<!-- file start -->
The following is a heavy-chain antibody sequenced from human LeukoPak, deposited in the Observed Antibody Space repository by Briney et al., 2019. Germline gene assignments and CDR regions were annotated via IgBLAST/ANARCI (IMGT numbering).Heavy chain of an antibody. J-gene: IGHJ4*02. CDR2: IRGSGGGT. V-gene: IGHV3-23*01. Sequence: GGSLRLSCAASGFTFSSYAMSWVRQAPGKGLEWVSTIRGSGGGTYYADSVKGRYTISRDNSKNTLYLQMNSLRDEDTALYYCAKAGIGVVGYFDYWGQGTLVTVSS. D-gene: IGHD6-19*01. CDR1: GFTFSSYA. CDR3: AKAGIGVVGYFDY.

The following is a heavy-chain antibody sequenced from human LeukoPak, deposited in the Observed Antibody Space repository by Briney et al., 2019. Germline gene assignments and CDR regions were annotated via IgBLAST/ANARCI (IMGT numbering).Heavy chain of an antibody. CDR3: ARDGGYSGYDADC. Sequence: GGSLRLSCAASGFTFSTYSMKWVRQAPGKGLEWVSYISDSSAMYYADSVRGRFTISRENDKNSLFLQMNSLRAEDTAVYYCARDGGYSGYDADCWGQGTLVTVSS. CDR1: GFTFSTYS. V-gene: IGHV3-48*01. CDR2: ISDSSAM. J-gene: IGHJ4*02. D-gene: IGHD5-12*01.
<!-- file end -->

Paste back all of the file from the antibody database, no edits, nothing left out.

The following is a heavy-chain antibody sequenced from human LeukoPak, deposited in the Observed Antibody Space repository by Briney et al., 2019. Germline gene assignments and CDR regions were annotated via IgBLAST/ANARCI (IMGT numbering).Heavy chain of an antibody. J-gene: IGHJ4*02. CDR2: IRGSGGGT. V-gene: IGHV3-23*01. Sequence: GGSLRLSCAASGFTFSSYAMSWVRQAPGKGLEWVSTIRGSGGGTYYADSVKGRYTISRDNSKNTLYLQMNSLRDEDTALYYCAKAGIGVVGYFDYWGQGTLVTVSS. D-gene: IGHD6-19*01. CDR1: GFTFSSYA. CDR3: AKAGIGVVGYFDY.

The following is a heavy-chain antibody sequenced from human LeukoPak, deposited in the Observed Antibody Space repository by Briney et al., 2019. Germline gene assignments and CDR regions were annotated via IgBLAST/ANARCI (IMGT numbering).Heavy chain of an antibody. CDR3: ARDGGYSGYDADC. Sequence: GGSLRLSCAASGFTFSTYSMKWVRQAPGKGLEWVSYISDSSAMYYADSVRGRFTISRENDKNSLFLQMNSLRAEDTAVYYCARDGGYSGYDADCWGQGTLVTVSS. CDR1: GFTFSTYS. V-gene: IGHV3-48*01. CDR2: ISDSSAM. J-gene: IGHJ4*02. D-gene: IGHD5-12*01.